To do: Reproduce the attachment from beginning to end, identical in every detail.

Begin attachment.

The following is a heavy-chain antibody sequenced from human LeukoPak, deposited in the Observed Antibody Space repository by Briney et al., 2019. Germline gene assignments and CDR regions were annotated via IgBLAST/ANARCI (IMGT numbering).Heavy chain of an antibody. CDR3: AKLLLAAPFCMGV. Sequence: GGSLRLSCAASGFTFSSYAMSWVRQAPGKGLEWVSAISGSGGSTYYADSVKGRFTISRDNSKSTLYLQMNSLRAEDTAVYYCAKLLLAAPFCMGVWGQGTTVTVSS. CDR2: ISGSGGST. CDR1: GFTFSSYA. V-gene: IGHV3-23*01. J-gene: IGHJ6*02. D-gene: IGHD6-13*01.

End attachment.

The following is a heavy-chain antibody sequenced from human LeukoPak, deposited in the Observed Antibody Space repository by Briney et al., 2019. Germline gene assignments and CDR regions were annotated via IgBLAST/ANARCI (IMGT numbering).Heavy chain of an antibody. CDR3: AKLLLAAPFCMGV. Sequence: GGSLRLSCAASGFTFSSYAMSWVRQAPGKGLEWVSAISGSGGSTYYADSVKGRFTISRDNSKSTLYLQMNSLRAEDTAVYYCAKLLLAAPFCMGVWGQGTTVTVSS. CDR2: ISGSGGST. CDR1: GFTFSSYA. V-gene: IGHV3-23*01. J-gene: IGHJ6*02. D-gene: IGHD6-13*01.